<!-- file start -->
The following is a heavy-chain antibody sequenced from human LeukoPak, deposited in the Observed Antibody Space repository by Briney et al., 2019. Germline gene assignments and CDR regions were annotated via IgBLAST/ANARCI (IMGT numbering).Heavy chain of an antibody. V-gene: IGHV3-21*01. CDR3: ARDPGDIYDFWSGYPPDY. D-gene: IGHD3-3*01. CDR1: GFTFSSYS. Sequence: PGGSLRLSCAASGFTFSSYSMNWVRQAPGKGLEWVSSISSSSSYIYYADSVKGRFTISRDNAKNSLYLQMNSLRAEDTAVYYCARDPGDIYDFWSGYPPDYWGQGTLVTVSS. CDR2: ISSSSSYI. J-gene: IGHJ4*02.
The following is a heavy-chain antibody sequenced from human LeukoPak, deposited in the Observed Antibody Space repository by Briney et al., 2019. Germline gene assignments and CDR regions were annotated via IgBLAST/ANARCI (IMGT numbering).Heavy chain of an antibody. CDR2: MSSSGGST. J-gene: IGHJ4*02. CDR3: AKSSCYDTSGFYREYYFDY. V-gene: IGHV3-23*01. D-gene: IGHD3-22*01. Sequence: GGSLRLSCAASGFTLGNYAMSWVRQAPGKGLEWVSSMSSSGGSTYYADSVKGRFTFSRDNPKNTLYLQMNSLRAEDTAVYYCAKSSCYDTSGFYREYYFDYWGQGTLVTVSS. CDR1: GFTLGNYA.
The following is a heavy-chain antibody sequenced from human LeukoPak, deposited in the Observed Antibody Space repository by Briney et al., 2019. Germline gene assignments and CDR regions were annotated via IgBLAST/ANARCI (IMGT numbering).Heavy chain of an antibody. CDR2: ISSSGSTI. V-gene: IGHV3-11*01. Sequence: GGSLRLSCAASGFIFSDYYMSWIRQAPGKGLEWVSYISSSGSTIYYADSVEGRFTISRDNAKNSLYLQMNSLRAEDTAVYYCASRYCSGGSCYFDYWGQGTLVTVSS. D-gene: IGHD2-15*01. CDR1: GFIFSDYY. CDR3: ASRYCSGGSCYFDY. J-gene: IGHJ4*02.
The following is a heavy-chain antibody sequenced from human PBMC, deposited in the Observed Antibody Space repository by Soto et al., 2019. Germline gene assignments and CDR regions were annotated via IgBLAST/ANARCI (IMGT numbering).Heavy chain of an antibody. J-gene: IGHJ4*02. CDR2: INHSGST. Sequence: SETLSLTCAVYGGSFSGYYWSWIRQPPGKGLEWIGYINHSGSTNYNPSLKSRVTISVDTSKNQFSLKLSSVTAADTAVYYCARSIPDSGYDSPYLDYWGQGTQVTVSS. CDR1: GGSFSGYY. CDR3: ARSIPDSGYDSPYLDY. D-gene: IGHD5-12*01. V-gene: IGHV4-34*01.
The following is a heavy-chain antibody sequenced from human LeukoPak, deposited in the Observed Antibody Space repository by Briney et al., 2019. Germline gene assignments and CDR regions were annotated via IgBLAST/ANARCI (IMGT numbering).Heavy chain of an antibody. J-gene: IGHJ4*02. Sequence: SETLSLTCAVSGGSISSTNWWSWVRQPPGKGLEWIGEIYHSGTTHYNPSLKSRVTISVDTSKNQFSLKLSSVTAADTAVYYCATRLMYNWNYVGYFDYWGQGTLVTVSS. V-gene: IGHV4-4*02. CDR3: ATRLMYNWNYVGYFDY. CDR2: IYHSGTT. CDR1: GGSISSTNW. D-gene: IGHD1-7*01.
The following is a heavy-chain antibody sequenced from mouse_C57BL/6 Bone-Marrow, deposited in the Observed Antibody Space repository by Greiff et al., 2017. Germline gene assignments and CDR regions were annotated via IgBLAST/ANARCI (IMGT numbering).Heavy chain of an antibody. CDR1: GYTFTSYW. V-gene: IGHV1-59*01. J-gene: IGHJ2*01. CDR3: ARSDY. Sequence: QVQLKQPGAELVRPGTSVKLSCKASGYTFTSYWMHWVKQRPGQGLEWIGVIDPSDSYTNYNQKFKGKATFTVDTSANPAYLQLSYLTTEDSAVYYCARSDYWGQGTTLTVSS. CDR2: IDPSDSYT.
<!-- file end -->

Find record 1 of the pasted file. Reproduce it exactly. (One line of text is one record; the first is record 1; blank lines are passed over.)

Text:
The following is a heavy-chain antibody sequenced from human LeukoPak, deposited in the Observed Antibody Space repository by Briney et al., 2019. Germline gene assignments and CDR regions were annotated via IgBLAST/ANARCI (IMGT numbering).Heavy chain of an antibody. V-gene: IGHV3-21*01. CDR3: ARDPGDIYDFWSGYPPDY. D-gene: IGHD3-3*01. CDR1: GFTFSSYS. Sequence: PGGSLRLSCAASGFTFSSYSMNWVRQAPGKGLEWVSSISSSSSYIYYADSVKGRFTISRDNAKNSLYLQMNSLRAEDTAVYYCARDPGDIYDFWSGYPPDYWGQGTLVTVSS. CDR2: ISSSSSYI. J-gene: IGHJ4*02.